The American Atheists organization is trying to convert Christians this holiday season with an Anti-Christian Christmas billboard campaign:
The giant advertising hoardings in the Tennessee cities of Memphis, Nashville, St. Louis and Fort Smith, Arkansas show a mischievous-looking young girl writing her letter to Father Christmas: “Dear Santa, All I want for Christmas is to skip church! I’m too old for fairy tales,” she writes.
The advertising campaign by the American Atheists group will run until Christmas Eve and is the first time the group has aimed its anti-God adverts directly at residential religious areas, having previously targeted urban audiences in big venues such as Times Square in New York.
I guess the irony here is that the girl apparently believes in Santa, but is too old for fairy tales. Hilarious. Sometimes I wonder why atheists are so concerned with what everyone else does or doesn’t believe. And do they really think this anti-Christian Christmas campaign will actually change anyone’s mind?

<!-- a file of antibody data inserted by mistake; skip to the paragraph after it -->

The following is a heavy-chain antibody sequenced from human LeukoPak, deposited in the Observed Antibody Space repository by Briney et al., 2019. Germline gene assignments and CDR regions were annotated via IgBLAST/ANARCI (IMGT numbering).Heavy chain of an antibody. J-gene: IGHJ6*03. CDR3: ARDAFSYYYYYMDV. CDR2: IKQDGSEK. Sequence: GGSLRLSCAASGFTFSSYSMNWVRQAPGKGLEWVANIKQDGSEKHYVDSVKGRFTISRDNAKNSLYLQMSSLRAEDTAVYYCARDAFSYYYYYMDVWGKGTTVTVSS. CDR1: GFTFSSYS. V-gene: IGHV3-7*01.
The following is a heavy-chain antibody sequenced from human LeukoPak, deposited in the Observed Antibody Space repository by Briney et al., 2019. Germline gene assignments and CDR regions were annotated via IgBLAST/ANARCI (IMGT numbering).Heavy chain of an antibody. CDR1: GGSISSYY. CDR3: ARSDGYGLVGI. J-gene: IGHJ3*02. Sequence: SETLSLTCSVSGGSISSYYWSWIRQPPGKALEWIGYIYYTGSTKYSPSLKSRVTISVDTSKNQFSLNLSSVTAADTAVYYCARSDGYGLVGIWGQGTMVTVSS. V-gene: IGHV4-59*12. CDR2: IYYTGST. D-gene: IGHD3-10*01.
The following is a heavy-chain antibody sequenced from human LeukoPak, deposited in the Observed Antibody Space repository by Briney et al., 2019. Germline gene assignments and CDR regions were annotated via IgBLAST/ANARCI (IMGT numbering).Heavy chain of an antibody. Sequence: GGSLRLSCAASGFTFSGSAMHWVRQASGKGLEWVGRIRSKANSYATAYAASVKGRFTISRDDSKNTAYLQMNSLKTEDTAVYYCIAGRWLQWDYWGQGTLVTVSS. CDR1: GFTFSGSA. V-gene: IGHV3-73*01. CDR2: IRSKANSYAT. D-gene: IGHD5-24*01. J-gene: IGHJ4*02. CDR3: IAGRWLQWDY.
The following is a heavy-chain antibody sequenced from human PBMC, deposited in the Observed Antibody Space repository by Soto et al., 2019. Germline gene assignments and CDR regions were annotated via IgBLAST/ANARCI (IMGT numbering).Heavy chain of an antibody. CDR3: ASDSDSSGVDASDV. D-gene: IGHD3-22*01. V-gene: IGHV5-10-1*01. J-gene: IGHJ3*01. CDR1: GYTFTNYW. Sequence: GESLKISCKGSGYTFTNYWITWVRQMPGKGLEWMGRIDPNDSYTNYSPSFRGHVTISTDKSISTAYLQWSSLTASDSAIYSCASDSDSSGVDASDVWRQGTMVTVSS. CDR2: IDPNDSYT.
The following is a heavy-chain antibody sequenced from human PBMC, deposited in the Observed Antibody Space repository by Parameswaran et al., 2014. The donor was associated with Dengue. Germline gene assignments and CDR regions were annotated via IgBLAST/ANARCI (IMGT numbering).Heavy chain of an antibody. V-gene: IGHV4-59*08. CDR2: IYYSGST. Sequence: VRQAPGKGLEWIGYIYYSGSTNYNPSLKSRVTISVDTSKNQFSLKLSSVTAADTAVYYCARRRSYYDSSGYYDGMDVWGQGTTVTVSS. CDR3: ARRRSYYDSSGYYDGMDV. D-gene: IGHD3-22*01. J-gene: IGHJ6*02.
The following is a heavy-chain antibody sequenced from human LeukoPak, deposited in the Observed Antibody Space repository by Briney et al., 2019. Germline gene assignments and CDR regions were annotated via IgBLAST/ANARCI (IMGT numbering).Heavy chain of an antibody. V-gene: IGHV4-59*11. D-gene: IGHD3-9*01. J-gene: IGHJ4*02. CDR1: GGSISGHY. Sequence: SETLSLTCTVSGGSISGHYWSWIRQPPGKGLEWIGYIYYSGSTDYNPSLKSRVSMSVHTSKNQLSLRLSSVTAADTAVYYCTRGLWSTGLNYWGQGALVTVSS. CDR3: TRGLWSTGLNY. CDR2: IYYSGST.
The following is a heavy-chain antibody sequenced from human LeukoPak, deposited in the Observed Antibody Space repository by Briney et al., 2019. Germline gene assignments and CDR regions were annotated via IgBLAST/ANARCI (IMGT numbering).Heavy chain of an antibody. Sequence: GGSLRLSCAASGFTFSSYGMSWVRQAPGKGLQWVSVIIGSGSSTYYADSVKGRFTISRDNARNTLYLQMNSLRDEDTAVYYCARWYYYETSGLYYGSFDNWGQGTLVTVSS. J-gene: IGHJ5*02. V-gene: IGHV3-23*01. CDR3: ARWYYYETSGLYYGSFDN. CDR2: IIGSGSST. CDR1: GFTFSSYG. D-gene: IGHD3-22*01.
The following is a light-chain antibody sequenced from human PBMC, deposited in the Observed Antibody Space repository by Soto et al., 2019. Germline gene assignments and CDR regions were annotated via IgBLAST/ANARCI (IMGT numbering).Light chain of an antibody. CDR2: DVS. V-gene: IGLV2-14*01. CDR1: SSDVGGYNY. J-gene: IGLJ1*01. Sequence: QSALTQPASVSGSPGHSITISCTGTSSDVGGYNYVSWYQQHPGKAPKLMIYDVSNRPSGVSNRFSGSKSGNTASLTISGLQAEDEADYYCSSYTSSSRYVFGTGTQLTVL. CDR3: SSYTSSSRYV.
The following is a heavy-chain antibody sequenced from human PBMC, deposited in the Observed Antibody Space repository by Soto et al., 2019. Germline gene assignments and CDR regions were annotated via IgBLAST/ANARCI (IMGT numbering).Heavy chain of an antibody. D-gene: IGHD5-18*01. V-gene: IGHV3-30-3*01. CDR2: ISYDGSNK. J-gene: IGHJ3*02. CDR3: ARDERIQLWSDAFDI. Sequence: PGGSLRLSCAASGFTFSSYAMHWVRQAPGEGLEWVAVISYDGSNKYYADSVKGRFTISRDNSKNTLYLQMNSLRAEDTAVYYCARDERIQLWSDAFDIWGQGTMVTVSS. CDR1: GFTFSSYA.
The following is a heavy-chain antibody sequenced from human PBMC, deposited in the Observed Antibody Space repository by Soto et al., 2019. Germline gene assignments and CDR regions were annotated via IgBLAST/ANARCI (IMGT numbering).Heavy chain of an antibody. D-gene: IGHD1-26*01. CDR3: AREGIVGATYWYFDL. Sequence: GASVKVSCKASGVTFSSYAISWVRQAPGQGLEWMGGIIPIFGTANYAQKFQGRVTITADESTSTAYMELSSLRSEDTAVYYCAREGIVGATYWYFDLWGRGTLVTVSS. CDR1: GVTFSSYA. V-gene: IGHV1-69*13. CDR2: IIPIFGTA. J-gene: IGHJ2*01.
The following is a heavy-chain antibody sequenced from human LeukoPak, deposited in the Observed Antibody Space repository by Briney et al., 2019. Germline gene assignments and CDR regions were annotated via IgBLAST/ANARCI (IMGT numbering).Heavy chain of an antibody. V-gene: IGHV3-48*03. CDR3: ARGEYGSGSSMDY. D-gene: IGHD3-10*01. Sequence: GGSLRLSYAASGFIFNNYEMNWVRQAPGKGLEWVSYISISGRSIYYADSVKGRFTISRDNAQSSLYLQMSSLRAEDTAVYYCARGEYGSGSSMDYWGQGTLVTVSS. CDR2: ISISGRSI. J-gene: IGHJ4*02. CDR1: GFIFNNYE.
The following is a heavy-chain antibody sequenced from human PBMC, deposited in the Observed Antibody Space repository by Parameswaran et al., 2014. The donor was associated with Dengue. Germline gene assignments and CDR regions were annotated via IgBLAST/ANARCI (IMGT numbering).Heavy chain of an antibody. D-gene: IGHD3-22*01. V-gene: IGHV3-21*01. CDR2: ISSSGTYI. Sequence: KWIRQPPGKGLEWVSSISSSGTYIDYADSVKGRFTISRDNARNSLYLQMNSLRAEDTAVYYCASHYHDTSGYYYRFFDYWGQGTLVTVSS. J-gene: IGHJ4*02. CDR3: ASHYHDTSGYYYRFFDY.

Here’s how it’s going to play out: Anti-Christians will see the billboards and think, “Oh, yeah. Stick it to those ignorant, close-minded Christians.” Christians will see the billboards and think, “That’s offensive. I’m going to call the billboard company and complain. Or boycott something.” Liberal-minded unbelievers will think, “Can’t we all just get along?”
So, in the aggregate, I would imagine these billboards will have absolutely no effect but to increase division and re-affirm what people already believe. In those terms, atheists prove themselves no more open-minded than the Christians they criticize. This anti-Christian Christmas message is just another version of preaching to the choir. Christians are regularly criticized that their messages do nothing to convince the unconvinced. But, if this anti-Christian Christmas ad campaign is any indication, atheists fall prey to the same error.
It’s sad. I don’t think anyone can deny that Christmas owes most of its charm to its roots in Christian charity and brotherly kindness. Do atheists really believe they can retain that fruit if they cut out its root? They may have great faith in this possibility, but facts speak differently.
Officially atheist countries have not traditionally been known as paragons of communal joy, civic virtue, equality, or open-mindedness. Atheist countries have instead been characterized as brutal, dismal, joyless, tyrannical, stagnant places. In fact, as the US has drifted from its Christian roots, it has also begun to deteriorate in these areas.
So, perhaps atheists should consider these hard facts, and cease their anti-Christian Christmas sermonizing. The idea that a society can be “good without God” is a fantasy. And atheists are grown-ups after all. Perhaps they need to stop believing in fairy tales.